We feel that we need to discuss these issues with our South African counterparts and to look for solutions.

Questions and answers

Question Prime Minister Cabi, could you be more specific on exactly what you are requesting in terms of capacity to deal with drug trafficking? Could you also elaborate on the Defence Agreement that will be signed?

Answer We know that South Africa is a great country within the Continent in terms of human resource, financial and logistical resources. We in Guinea Bissau have a vast country that we are not able to adequately take care of. We also have a challenge with regard to the training of people. It is these issues we are here to discuss. We also have the challenge of judicial police and the training of our defence force. We would like to receive South Africa's experience in these aspects. We are here to discuss such matters with South Africa.

Question Prime Minister, (inaudible)

Answer During our term in office (last three months), we have not experienced this situation of journalists being threatened. We, by our nature as a party, and as a country defend and uphold principles of human rights. We do not however defend anarchy. The State must have its own mechanisms with which to deal with such matters. The State cannot allow activities that are aimed at weakening the functions of the State.

As you talk of journalists, this was not a journalist but an official that was accusing our officials of acts which had no basis. This was not the first time and these accusations are always without factual basis. This individual is very confused. I am not sure why this individual feels such uncertainty. We do not have the death penalty nor exercise any form of persecution in Guinea Bissau. We suggest he take the matter before a court of law.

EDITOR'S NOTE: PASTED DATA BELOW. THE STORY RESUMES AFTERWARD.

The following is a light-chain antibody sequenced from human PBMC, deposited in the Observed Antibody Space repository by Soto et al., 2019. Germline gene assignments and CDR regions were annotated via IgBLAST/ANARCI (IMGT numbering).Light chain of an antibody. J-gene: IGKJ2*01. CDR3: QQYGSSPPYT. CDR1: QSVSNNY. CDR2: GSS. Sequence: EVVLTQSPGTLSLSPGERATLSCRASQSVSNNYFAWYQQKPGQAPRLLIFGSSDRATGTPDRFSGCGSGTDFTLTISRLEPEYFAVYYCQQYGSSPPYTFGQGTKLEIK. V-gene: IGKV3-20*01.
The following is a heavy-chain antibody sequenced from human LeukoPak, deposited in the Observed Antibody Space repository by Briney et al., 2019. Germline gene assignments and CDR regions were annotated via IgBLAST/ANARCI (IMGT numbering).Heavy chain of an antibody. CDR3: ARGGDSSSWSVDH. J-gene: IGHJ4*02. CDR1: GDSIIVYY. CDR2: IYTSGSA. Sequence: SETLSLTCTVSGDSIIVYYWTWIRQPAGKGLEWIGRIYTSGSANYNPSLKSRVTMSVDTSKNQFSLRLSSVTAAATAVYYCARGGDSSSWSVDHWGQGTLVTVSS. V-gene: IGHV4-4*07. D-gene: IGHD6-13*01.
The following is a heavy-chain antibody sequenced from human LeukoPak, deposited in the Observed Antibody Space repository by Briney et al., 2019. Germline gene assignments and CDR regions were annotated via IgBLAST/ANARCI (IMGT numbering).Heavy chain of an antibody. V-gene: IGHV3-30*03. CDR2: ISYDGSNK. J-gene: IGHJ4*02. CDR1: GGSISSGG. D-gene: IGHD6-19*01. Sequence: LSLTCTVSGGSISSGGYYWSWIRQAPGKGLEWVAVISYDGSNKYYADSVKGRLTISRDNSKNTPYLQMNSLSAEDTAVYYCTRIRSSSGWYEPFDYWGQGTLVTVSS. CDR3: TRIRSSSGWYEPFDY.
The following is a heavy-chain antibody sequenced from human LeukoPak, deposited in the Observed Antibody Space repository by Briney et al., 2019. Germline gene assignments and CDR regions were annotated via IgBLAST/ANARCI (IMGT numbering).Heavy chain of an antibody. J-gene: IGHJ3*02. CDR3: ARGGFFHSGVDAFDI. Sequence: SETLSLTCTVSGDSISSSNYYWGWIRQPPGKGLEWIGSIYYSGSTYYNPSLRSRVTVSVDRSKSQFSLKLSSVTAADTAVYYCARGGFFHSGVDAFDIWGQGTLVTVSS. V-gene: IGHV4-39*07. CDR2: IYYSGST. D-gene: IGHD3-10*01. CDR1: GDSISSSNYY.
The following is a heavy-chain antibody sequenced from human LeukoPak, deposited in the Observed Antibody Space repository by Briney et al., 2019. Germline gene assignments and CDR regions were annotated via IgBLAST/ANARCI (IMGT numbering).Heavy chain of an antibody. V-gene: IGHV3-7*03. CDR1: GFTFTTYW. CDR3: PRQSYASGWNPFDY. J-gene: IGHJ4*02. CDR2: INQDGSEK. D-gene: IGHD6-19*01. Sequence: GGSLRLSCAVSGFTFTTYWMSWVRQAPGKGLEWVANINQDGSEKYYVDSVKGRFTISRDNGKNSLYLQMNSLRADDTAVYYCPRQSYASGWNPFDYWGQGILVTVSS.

We have not said the matter of drug trafficking is underplayed. We have always treated the matter very very seriously. We know that drug traffickers have the capacity to destroy a State, not taking into account the matter of public health. This is a serious matter for us. It is exactly because of this that our government worked out an emergency programme against drug trafficking. This is a programme that is now being discussed in the country since we like the participation of all citizens. We know that this is not a problem for the government but is a societal problem.

We also know that the problems in Guinea Bissau are not unique to us - this is a regional challenge - and exist in Cape Verde, The Gambia and Senegal. In order to address this we have scheduled a sub-regional conference for later this year, dedicated to this particular matter - ie. border control issues. The weakness of our borders is again not unique to Guinea Bissau and requires a joint effort to resolve. This constitutes a very serious problem for us.

Question Deputy President Mlambo-Ngcuka, could you elaborate on the plans South Africa has to assist Guinea-Bissau in health and the agreement on double taxation?

Answer On the issue of human resources - health or otherwise - the issue is training and to share our training capacity. Once of the issues mentioned is that of drug control. I do not think that we position ourselves as a country that has all the answers or the capacity to respond but we can exchange lessons, even where we have failed, since we have common challenges.

On the issue of human resources, it is to encourage the citizens of Guinea-Bissau to use our training facilities. That is why we have suggested training programmes in the field of English so that they are able to use our training facilities.

In the area of defence, it would involve, sending our own trainers to assist the trainers of the country.

The agreement on normal taxation is a normal agreement that is signed with many countries in which South Africans have trade and investment interests in order to ensure that when our companies invest in another country, they are not taxed in both countries and vice versa.

Issued by Department of Foreign Affairs
Private Bag X152

6 August 2007